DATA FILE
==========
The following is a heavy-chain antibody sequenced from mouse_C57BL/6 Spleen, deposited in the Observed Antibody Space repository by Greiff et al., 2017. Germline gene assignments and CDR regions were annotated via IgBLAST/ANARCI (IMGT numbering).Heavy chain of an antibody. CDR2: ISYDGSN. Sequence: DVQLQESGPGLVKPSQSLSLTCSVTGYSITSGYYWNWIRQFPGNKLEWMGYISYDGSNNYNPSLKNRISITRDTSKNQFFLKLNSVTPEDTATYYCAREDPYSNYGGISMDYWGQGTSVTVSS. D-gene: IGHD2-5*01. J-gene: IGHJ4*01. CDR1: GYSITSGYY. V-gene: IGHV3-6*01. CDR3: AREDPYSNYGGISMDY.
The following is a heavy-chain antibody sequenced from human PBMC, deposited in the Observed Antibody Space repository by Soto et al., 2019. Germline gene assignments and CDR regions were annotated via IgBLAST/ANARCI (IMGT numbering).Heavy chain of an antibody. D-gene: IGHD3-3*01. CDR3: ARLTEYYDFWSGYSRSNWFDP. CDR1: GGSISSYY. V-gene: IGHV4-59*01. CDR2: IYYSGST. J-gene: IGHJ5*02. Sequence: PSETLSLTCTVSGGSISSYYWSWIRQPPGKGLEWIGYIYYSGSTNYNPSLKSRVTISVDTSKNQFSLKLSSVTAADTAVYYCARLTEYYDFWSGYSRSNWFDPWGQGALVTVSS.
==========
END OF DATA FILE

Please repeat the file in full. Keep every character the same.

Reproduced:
The following is a heavy-chain antibody sequenced from mouse_C57BL/6 Spleen, deposited in the Observed Antibody Space repository by Greiff et al., 2017. Germline gene assignments and CDR regions were annotated via IgBLAST/ANARCI (IMGT numbering).Heavy chain of an antibody. CDR2: ISYDGSN. Sequence: DVQLQESGPGLVKPSQSLSLTCSVTGYSITSGYYWNWIRQFPGNKLEWMGYISYDGSNNYNPSLKNRISITRDTSKNQFFLKLNSVTPEDTATYYCAREDPYSNYGGISMDYWGQGTSVTVSS. D-gene: IGHD2-5*01. J-gene: IGHJ4*01. CDR1: GYSITSGYY. V-gene: IGHV3-6*01. CDR3: AREDPYSNYGGISMDY.
The following is a heavy-chain antibody sequenced from human PBMC, deposited in the Observed Antibody Space repository by Soto et al., 2019. Germline gene assignments and CDR regions were annotated via IgBLAST/ANARCI (IMGT numbering).Heavy chain of an antibody. D-gene: IGHD3-3*01. CDR3: ARLTEYYDFWSGYSRSNWFDP. CDR1: GGSISSYY. V-gene: IGHV4-59*01. CDR2: IYYSGST. J-gene: IGHJ5*02. Sequence: PSETLSLTCTVSGGSISSYYWSWIRQPPGKGLEWIGYIYYSGSTNYNPSLKSRVTISVDTSKNQFSLKLSSVTAADTAVYYCARLTEYYDFWSGYSRSNWFDPWGQGALVTVSS.